During fertilization in animals, a haploid egg nucleus fuses with a haploid sperm nucleus to restore the diploid genome. In most animals including mammals, echinoderms, and teleostei, the penetration of only one sperm into an egg is ensured at fertilization because the entry of two or more sperm is prevented by polyspermy block systems in these eggs. On the other hand, several animals such as birds, reptiles, and most urodele amphibians exhibit physiological polyspermy, in which the entry of several sperm into one egg is permitted. However, in these polyspermic eggs, only one sperm nucleus is involved in zygotic formation with a female nucleus, thereby avoiding syngamy with multiple sperm nuclei. In the chicken, 20–60 sperm are generally found within the egg cytoplasm at fertilization and this number is markedly higher than that of other polyspermic species; however, avian-specific events such as the degeneration and mitosis of supernumerary sperm nuclei during early embryo development allow a polyspermic egg to develop normally. This chapter describes current knowledge on polyspermy-related events in avian eggs during fertilization, and is characterized by a comparison to the fertilization modes of other vertebrates. The close relationship between sperm numbers and egg sizes, and the movement of supernumerary sperm nuclei towards the periphery of the egg cytoplasm and their degeneration are summarized. The molecular mechanisms by which polyspermy initiates egg activation to start embryo development are also discussed.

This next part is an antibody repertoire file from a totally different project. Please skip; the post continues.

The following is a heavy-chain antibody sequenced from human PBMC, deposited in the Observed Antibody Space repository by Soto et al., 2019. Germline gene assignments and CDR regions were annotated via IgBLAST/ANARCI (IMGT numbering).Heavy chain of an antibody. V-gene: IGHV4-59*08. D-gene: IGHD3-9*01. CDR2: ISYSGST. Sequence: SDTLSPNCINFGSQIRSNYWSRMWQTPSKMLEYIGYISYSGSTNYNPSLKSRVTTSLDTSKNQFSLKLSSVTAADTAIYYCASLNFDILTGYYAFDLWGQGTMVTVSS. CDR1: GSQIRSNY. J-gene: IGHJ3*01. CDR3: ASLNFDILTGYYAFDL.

Mizushima, S. (2017). Fertilization 2: Polyspermic fertilization. In Advances in Experimental Medicine and Biology (Vol. 1001, pp. 105–123). Springer New York LLC. https://doi.org/10.1007/978-981-10-3975-1_7
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